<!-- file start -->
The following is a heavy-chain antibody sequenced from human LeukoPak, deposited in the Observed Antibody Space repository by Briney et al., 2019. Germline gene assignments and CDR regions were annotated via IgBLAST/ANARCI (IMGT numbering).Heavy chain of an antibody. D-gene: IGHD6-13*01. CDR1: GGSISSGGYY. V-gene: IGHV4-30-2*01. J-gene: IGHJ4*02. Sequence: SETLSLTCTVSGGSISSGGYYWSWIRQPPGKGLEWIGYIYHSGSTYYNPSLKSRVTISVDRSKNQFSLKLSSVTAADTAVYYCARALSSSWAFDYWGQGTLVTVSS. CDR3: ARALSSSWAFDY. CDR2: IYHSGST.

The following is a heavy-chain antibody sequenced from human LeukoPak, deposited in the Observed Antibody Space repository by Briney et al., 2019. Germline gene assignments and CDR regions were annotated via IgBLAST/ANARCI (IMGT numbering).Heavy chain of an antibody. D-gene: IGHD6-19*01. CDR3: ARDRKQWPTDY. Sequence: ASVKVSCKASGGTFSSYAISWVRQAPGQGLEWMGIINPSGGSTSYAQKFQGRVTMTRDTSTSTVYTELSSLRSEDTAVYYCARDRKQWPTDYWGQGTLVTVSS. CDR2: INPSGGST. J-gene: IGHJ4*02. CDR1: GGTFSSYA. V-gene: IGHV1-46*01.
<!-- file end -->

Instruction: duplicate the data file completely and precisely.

The following is a heavy-chain antibody sequenced from human LeukoPak, deposited in the Observed Antibody Space repository by Briney et al., 2019. Germline gene assignments and CDR regions were annotated via IgBLAST/ANARCI (IMGT numbering).Heavy chain of an antibody. D-gene: IGHD6-13*01. CDR1: GGSISSGGYY. V-gene: IGHV4-30-2*01. J-gene: IGHJ4*02. Sequence: SETLSLTCTVSGGSISSGGYYWSWIRQPPGKGLEWIGYIYHSGSTYYNPSLKSRVTISVDRSKNQFSLKLSSVTAADTAVYYCARALSSSWAFDYWGQGTLVTVSS. CDR3: ARALSSSWAFDY. CDR2: IYHSGST.

The following is a heavy-chain antibody sequenced from human LeukoPak, deposited in the Observed Antibody Space repository by Briney et al., 2019. Germline gene assignments and CDR regions were annotated via IgBLAST/ANARCI (IMGT numbering).Heavy chain of an antibody. D-gene: IGHD6-19*01. CDR3: ARDRKQWPTDY. Sequence: ASVKVSCKASGGTFSSYAISWVRQAPGQGLEWMGIINPSGGSTSYAQKFQGRVTMTRDTSTSTVYTELSSLRSEDTAVYYCARDRKQWPTDYWGQGTLVTVSS. CDR2: INPSGGST. J-gene: IGHJ4*02. CDR1: GGTFSSYA. V-gene: IGHV1-46*01.